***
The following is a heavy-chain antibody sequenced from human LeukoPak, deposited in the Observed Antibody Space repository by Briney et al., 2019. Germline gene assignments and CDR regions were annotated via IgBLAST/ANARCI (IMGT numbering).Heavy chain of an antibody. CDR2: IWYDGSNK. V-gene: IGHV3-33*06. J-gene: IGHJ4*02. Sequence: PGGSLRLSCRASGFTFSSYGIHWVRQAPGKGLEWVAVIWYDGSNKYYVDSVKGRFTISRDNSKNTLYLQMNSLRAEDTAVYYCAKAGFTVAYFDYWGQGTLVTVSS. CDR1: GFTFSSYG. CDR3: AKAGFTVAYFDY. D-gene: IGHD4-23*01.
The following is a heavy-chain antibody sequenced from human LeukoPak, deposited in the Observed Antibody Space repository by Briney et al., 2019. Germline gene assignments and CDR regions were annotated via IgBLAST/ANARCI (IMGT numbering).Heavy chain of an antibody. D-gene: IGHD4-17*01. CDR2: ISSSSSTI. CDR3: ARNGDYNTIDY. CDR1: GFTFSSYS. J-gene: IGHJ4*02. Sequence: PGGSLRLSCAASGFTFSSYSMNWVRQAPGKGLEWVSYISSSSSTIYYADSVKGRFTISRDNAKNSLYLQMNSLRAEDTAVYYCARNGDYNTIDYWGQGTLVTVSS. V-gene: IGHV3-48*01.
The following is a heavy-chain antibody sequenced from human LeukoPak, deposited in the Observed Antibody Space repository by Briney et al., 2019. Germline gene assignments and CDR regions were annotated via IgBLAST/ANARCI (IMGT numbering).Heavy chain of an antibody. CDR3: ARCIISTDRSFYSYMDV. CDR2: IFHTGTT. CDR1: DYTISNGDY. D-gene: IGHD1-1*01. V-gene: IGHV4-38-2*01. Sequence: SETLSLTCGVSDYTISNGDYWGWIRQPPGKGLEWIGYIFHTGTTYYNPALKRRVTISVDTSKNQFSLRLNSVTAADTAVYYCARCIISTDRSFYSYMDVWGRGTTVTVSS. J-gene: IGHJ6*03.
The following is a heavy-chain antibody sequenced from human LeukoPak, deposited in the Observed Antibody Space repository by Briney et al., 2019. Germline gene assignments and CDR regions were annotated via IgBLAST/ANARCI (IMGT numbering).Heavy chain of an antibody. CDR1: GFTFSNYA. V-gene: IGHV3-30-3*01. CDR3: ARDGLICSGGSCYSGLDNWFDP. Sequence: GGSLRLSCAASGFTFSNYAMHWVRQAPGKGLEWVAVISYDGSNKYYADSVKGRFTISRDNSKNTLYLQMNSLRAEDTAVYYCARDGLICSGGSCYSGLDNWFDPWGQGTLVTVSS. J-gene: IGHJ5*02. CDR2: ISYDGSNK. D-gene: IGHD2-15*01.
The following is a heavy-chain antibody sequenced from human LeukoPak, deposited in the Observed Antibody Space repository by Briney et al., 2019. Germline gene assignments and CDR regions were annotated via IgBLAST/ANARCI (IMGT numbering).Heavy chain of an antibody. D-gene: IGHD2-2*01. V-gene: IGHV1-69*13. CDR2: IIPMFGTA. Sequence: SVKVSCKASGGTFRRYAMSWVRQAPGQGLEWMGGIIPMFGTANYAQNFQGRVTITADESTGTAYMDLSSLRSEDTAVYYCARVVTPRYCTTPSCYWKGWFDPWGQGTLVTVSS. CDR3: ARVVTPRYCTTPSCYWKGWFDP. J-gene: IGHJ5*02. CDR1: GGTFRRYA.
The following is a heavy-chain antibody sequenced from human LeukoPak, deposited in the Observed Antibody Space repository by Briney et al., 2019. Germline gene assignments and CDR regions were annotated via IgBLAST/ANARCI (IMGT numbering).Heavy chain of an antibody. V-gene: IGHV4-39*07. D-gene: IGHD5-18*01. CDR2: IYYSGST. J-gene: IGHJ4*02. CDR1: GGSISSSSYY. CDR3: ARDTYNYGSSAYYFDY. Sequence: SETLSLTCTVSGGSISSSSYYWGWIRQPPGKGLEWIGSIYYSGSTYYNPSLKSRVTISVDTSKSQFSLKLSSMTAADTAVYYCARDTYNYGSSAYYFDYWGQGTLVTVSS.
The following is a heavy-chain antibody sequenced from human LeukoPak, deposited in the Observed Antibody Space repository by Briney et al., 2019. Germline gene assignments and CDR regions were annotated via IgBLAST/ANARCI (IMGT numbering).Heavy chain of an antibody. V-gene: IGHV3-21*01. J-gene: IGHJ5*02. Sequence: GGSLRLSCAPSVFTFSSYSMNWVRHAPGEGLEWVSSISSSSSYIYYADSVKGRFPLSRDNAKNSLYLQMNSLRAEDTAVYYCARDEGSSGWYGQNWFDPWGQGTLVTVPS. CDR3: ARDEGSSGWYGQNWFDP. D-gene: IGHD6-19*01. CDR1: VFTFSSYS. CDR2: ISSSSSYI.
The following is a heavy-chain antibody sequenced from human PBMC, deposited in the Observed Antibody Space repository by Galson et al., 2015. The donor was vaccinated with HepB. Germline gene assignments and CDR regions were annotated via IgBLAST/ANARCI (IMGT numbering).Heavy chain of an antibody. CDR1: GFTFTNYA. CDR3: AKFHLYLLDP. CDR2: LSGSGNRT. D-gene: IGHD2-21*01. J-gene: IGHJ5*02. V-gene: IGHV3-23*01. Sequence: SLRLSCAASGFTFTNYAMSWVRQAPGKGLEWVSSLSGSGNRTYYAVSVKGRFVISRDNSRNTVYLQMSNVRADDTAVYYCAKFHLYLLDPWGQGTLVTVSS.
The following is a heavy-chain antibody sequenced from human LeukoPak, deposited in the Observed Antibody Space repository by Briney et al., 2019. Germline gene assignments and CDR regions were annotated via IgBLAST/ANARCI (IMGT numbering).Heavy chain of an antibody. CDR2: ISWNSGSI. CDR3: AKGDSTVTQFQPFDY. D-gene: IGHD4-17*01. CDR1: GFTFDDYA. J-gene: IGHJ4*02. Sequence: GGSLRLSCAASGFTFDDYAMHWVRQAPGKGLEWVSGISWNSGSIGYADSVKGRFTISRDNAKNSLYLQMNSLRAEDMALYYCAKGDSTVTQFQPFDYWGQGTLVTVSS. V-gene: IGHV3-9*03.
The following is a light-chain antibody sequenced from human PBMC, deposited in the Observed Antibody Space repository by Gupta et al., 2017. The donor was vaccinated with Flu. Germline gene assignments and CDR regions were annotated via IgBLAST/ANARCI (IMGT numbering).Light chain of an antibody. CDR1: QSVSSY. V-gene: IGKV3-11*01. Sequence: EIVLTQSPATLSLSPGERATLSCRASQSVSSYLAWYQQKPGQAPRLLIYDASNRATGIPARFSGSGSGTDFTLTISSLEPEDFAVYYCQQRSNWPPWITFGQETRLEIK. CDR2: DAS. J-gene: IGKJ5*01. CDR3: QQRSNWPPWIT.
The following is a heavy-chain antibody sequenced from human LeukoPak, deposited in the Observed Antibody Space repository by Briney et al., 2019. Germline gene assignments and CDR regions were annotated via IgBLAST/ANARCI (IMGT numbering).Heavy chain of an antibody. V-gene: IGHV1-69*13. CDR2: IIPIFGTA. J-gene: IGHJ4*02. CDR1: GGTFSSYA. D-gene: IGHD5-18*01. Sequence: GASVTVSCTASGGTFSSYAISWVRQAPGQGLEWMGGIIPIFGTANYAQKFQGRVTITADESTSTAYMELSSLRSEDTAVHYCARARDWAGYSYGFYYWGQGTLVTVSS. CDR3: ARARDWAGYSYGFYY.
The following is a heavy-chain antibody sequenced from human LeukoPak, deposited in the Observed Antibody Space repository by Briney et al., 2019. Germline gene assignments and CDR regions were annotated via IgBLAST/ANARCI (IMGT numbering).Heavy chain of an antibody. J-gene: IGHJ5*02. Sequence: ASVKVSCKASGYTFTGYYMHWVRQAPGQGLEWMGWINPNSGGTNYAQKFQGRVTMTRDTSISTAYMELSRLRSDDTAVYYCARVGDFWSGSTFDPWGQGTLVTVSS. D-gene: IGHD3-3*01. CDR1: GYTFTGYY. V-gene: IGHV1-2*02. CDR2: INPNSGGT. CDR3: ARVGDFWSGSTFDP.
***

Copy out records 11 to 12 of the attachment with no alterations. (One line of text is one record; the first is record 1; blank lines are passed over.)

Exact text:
The following is a heavy-chain antibody sequenced from human LeukoPak, deposited in the Observed Antibody Space repository by Briney et al., 2019. Germline gene assignments and CDR regions were annotated via IgBLAST/ANARCI (IMGT numbering).Heavy chain of an antibody. V-gene: IGHV1-69*13. CDR2: IIPIFGTA. J-gene: IGHJ4*02. CDR1: GGTFSSYA. D-gene: IGHD5-18*01. Sequence: GASVTVSCTASGGTFSSYAISWVRQAPGQGLEWMGGIIPIFGTANYAQKFQGRVTITADESTSTAYMELSSLRSEDTAVHYCARARDWAGYSYGFYYWGQGTLVTVSS. CDR3: ARARDWAGYSYGFYY.
The following is a heavy-chain antibody sequenced from human LeukoPak, deposited in the Observed Antibody Space repository by Briney et al., 2019. Germline gene assignments and CDR regions were annotated via IgBLAST/ANARCI (IMGT numbering).Heavy chain of an antibody. J-gene: IGHJ5*02. Sequence: ASVKVSCKASGYTFTGYYMHWVRQAPGQGLEWMGWINPNSGGTNYAQKFQGRVTMTRDTSISTAYMELSRLRSDDTAVYYCARVGDFWSGSTFDPWGQGTLVTVSS. D-gene: IGHD3-3*01. CDR1: GYTFTGYY. V-gene: IGHV1-2*02. CDR2: INPNSGGT. CDR3: ARVGDFWSGSTFDP.